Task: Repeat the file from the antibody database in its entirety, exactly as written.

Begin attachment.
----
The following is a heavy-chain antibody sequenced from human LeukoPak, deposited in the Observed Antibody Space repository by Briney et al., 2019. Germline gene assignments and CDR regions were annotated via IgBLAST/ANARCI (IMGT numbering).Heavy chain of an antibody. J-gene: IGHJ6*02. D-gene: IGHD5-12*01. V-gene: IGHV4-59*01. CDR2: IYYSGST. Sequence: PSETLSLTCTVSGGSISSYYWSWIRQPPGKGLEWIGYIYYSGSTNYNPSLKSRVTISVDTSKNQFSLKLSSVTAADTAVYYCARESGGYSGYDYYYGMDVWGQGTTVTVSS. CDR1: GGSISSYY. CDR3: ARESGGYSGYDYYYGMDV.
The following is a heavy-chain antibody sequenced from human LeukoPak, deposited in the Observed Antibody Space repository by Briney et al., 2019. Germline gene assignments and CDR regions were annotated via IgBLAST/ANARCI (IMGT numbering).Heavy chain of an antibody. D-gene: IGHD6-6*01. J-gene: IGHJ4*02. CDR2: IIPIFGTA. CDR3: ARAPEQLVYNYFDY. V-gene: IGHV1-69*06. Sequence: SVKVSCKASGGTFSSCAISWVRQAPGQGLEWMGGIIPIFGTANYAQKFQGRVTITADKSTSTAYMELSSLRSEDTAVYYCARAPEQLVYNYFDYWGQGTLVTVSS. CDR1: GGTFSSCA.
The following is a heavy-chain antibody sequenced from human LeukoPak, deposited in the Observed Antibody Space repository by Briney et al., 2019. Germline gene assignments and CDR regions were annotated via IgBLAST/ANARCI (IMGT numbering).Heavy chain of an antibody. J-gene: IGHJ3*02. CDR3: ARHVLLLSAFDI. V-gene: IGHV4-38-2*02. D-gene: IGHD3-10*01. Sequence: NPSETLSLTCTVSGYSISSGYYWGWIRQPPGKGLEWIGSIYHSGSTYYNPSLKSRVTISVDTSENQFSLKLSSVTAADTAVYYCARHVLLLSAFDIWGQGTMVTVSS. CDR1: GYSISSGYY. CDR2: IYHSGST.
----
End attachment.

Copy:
The following is a heavy-chain antibody sequenced from human LeukoPak, deposited in the Observed Antibody Space repository by Briney et al., 2019. Germline gene assignments and CDR regions were annotated via IgBLAST/ANARCI (IMGT numbering).Heavy chain of an antibody. J-gene: IGHJ6*02. D-gene: IGHD5-12*01. V-gene: IGHV4-59*01. CDR2: IYYSGST. Sequence: PSETLSLTCTVSGGSISSYYWSWIRQPPGKGLEWIGYIYYSGSTNYNPSLKSRVTISVDTSKNQFSLKLSSVTAADTAVYYCARESGGYSGYDYYYGMDVWGQGTTVTVSS. CDR1: GGSISSYY. CDR3: ARESGGYSGYDYYYGMDV.
The following is a heavy-chain antibody sequenced from human LeukoPak, deposited in the Observed Antibody Space repository by Briney et al., 2019. Germline gene assignments and CDR regions were annotated via IgBLAST/ANARCI (IMGT numbering).Heavy chain of an antibody. D-gene: IGHD6-6*01. J-gene: IGHJ4*02. CDR2: IIPIFGTA. CDR3: ARAPEQLVYNYFDY. V-gene: IGHV1-69*06. Sequence: SVKVSCKASGGTFSSCAISWVRQAPGQGLEWMGGIIPIFGTANYAQKFQGRVTITADKSTSTAYMELSSLRSEDTAVYYCARAPEQLVYNYFDYWGQGTLVTVSS. CDR1: GGTFSSCA.
The following is a heavy-chain antibody sequenced from human LeukoPak, deposited in the Observed Antibody Space repository by Briney et al., 2019. Germline gene assignments and CDR regions were annotated via IgBLAST/ANARCI (IMGT numbering).Heavy chain of an antibody. J-gene: IGHJ3*02. CDR3: ARHVLLLSAFDI. V-gene: IGHV4-38-2*02. D-gene: IGHD3-10*01. Sequence: NPSETLSLTCTVSGYSISSGYYWGWIRQPPGKGLEWIGSIYHSGSTYYNPSLKSRVTISVDTSENQFSLKLSSVTAADTAVYYCARHVLLLSAFDIWGQGTMVTVSS. CDR1: GYSISSGYY. CDR2: IYHSGST.